Throughout the ages there have been inspirational figures who lead by example and are often ahead of the curve.
Everyone has an idol, figures both historic and current who are an inspiration to them and at Claritas HQ we look to those in the industries of I.T. and technology. Our latest #techspiration focuses on a historic female figure from the 19th century.
- Ada Lovelace was born in London, England in 1815 as Ada Gordon
- She was the child of the poet Lord Byron and mathematics enthusiast, Annabella Milbanke
- Ada married in 1835 to William King. When King became Earl of Lovelace in 1838, Ada became Countess of Lovelace
- Ada developed a keen interest in mathematics and logic which led her to ‘the father of computers’ Charles Babbage
- Throughout her life its believed that she crossed paths with Prince Albert and Queen Victoria as Albert had a keen interest in socialising with scientists and mathematicians such as Babbage
- Ada’s work with Charles Babbage would change the course of history.
What makes her great?
Ada wrote the instructions for the very first computer programme before computers even existed. Her mentor, Charles Babbage, was the inventor of ‘the difference engine’ - an algorithm meant to complete mathematical equations. Ada was fascinated by this and was asked to work on his next device, ‘the analytical engine’, which would solve more complex calculations.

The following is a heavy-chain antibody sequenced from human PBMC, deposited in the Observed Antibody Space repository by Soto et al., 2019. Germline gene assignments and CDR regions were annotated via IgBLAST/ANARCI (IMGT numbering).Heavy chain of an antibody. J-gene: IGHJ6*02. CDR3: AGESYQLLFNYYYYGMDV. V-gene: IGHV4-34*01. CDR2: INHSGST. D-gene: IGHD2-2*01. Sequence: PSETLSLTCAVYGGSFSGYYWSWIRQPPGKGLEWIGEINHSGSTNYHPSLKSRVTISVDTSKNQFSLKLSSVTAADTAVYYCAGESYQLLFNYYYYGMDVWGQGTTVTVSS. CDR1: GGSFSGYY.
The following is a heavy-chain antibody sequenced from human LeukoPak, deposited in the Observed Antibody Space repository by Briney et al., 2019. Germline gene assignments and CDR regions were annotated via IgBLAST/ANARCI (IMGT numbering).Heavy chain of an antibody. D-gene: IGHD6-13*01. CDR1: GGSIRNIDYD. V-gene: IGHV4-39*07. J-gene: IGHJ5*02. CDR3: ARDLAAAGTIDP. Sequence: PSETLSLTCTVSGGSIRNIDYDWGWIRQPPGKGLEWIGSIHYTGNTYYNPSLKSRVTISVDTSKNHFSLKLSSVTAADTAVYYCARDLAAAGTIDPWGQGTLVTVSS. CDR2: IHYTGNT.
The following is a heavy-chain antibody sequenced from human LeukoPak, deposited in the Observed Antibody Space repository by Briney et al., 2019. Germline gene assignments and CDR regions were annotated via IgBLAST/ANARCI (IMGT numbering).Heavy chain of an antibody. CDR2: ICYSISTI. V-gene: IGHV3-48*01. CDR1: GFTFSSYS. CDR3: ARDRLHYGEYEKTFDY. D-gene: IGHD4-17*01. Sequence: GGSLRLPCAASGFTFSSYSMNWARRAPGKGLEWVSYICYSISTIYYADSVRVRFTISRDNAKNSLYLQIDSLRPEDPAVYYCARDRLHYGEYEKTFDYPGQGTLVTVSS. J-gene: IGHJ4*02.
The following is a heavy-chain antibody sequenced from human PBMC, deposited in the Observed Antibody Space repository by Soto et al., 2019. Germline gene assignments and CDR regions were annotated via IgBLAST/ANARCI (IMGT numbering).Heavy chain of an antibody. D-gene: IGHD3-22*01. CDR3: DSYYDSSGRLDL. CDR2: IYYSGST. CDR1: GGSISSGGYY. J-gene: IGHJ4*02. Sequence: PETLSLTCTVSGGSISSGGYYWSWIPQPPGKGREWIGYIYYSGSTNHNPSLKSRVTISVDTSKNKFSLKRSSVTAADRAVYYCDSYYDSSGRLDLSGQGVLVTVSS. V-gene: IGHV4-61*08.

After being asked to translate an article on the analytical engine, written by Italian engineer Luigi Federico Menabrea for a Swiss journal, she also added her own ideas on the machine. This culminated in notes three times longer than the original piece.
Ada’s comments showed how codes could be formed for the device to handle symbols, letters and numbers. She proposed a theory for the engine to repeat a series of instructions which is today known as ‘looping’ in computer programs. Her work was ground-breaking for the time and was published in an English science journal.
Why she’s a ‘techspiration’ to Claritas
Because she’s credited with creating the first computer programme, something that changed the course of time. Ada Lovelace’s genius has impacted the lives of everyone who’s ever moved a mouse and typed at a keyboard. She’s a ‘techspiration’ to us working in the I.T. industry but also to the wider computer-using world.
Our favourite quote
That brain of mine is something more than merely mortal; as time will show.
To read our first ‘techspiration’ blog on Elon Musk click here. And if you want more I.T. and tech content, follow us across our four social media channels.